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Lord Boyd-Carpenter: My Lords, when the figures that were asked for in the Question are available, will my noble friend provide details of the number of cases in which members of the public were injured by prisoners on leave?

Baroness Blatch: My Lords, a computer database is now being built up and I believe that we shall be able to provide such detailed information for my noble friend.

Lettuce-growing Industry: EC Proposals

2.57 p.m.

Lord Middleton asked Her Majesty's Government:

The Parliamentary Secretary, Ministry of Agriculture, Fisheries and Food (Earl Howe): My Lords, the position is that although the EC Scientific Committee for Food has not yet completed its work on nitrate, the Commission has gone ahead and published damaging proposals (which we have vigorously opposed) ahead of the committee's conclusions. The matter is now in abeyance pending completion of the scientific evaluation. Meanwhile, the Commission is examining a comprehensive dossier which we have prepared challenging the scientific basis for its proposals to set limits for nitrate in lettuce and spinach and detailing the serious damage they would cause to the UK glasshouse lettuce industry. The Government will

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continue to use all possible means to have the proposals either withdrawn or amended in a way that will preserve the position of our growers.

Lord Middleton: My Lords, I thank the Minister for that robust Answer. He will be aware that similar proposals in the past have been of concern to Sub-Committee D. What steps are the Government taking to ensure that such proposals are not put forward until the relevant evidence has been assessed by the Commission's own scientific committee?

Earl Howe: My Lords, my noble friend highlights a very important point. As a matter of course, we feed into the Commission and the Scientific Committee for Food the results of our own scientific research and assessments before the Commission's proposals are formulated. We then take a full part in the discussions that take place in the various expert groups in Brussels to try to ensure that all proposals are based on sound science. That includes fielding both administrators and scientists into the discussion process.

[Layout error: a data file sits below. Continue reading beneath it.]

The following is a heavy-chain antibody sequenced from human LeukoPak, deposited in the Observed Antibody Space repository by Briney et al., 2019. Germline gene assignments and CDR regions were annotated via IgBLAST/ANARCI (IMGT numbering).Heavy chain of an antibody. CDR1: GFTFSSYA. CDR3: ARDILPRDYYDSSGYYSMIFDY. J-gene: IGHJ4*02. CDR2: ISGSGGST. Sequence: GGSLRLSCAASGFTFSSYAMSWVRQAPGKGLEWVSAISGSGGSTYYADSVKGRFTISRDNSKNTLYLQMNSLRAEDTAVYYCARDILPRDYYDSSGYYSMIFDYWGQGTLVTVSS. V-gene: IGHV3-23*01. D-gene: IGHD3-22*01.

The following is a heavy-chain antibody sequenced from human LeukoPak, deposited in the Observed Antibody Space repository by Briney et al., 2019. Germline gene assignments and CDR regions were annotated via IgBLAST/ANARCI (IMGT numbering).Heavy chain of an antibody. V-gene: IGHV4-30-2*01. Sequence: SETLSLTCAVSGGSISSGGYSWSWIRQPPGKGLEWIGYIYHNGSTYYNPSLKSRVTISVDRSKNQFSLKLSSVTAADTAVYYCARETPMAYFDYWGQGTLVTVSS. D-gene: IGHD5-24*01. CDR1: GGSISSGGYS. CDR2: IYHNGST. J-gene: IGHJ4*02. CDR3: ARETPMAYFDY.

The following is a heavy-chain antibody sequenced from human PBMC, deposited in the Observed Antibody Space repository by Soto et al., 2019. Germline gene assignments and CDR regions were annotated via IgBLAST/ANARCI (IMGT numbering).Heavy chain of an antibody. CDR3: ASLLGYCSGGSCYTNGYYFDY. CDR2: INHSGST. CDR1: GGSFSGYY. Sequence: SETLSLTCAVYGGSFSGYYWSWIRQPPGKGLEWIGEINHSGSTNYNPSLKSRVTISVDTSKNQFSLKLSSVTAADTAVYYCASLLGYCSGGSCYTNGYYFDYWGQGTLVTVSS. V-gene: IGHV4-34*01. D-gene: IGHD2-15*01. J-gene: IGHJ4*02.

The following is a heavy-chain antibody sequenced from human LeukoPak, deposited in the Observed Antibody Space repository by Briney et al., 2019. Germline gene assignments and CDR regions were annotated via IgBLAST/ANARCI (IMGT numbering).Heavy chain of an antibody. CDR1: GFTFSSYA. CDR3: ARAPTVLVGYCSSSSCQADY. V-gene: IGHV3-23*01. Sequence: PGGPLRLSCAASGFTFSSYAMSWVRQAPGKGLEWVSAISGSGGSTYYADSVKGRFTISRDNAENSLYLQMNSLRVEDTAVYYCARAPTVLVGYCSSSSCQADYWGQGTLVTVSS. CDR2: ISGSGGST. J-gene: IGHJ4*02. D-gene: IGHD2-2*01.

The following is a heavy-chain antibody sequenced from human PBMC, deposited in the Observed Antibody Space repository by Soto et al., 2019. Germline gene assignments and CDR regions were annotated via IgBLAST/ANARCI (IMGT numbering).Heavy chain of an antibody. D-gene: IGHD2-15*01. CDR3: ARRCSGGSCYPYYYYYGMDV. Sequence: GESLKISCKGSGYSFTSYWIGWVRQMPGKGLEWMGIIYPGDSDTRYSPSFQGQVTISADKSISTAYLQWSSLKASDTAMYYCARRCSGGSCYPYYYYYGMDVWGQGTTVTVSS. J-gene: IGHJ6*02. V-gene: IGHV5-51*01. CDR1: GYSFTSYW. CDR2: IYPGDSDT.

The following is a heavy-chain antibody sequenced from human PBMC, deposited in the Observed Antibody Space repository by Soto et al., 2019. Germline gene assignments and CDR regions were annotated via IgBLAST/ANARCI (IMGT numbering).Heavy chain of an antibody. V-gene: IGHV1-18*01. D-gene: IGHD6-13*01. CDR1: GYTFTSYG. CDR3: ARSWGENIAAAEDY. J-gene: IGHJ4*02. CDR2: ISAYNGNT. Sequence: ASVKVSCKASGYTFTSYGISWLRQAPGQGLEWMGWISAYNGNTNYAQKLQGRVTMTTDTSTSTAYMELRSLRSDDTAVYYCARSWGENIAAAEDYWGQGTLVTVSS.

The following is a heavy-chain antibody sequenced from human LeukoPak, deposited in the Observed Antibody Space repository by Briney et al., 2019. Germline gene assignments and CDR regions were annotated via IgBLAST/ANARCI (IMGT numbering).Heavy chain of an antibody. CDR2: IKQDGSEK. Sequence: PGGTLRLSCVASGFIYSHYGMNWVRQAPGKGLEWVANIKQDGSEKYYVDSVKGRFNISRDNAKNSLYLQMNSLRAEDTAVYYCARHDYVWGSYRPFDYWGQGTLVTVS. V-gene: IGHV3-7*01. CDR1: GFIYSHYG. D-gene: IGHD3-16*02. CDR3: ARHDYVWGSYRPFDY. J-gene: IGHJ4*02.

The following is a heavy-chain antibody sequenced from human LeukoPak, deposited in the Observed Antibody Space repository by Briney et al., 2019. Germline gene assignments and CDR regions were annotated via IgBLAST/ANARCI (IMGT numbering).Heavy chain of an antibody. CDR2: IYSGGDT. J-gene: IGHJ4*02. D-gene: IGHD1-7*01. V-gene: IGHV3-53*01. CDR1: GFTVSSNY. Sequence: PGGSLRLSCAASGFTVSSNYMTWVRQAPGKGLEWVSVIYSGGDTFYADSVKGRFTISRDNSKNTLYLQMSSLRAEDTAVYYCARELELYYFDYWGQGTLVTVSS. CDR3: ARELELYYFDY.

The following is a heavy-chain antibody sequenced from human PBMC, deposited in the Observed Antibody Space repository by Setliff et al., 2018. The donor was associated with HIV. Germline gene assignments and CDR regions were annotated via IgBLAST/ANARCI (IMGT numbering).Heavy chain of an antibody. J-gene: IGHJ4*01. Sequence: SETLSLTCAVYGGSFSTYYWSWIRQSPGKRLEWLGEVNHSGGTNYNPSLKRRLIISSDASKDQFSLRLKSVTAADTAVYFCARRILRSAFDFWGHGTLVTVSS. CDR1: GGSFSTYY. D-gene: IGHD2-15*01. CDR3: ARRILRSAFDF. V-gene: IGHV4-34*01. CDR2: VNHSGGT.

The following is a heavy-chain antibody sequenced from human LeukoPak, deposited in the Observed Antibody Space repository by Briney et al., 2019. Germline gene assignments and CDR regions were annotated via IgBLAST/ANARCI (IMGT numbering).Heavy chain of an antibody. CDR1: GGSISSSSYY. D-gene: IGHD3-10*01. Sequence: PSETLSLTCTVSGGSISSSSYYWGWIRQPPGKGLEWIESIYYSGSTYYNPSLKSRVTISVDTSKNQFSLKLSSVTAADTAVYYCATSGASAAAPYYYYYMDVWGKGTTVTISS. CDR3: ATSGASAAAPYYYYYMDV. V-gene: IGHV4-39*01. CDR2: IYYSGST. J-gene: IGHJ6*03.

The Viscount of Falkland: My Lords, is it not rather alarming that such discriminatory legislation can be considered which will give such a competitive advantage to other member states when it is backed up with such a small amount of research and supporting data? Further to his robust Answer, can the Minister say whether, as a result of their reaction, the Government have used their best efforts to persuade other countries which produce lettuces under glass to follow our arguments closely and to bring further pressure to bear on the European Commission?

Earl Howe: My Lords, I believe that the Commission has now realised the practical constraints which apply to glasshouse lettuce growers in Northern Europe. I should like to pay tribute to the producers in this country and the British Retail Consortium who have worked hard to get across their message in Brussels and in other member states. We shall be looking for amended proposals that are sensible and well-founded.

Lord Clark of Kempston: My Lords, does my noble friend agree that the European Commission's continued interference in this country's economy is in some cases detrimental to some of our industries, in particular, the lettuce-growing industry? Further, does he agree that M. Jacques Delors should not interfere in our domestic politics in relation to the so-called Euro-sceptics by suggesting that my right honourable friend the Prime Minister should resign? That has nothing to do with M. Delors.

Earl Howe: My Lords, the European Commission's competence is well defined, and by no means are all of its proposals well-founded, as is well exemplified by the subject of the Question on the Order Paper tabled by my noble friend.

Lord Tordoff: My Lords, I wonder whether I may extend the Question slightly and say that questions arise from other parts of your Lordships' Select Committee on European Affairs. The issue of a

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database on scientific matters has caused anxiety to other sub-committees, particularly that chaired by the noble Lord, Lord Lewis, in relation to bathing water, a matter which is to be raised in a report which will be published shortly. Of more concern is the fact that this type of proposal is not one which would normally come before your Lordships' Select Committee, because it is, in a sense, delegated legislation. Will the Government use their good offices to ensure that in future the Commission at least gives notice to your Lordships' House so that such matters can be scrutinised?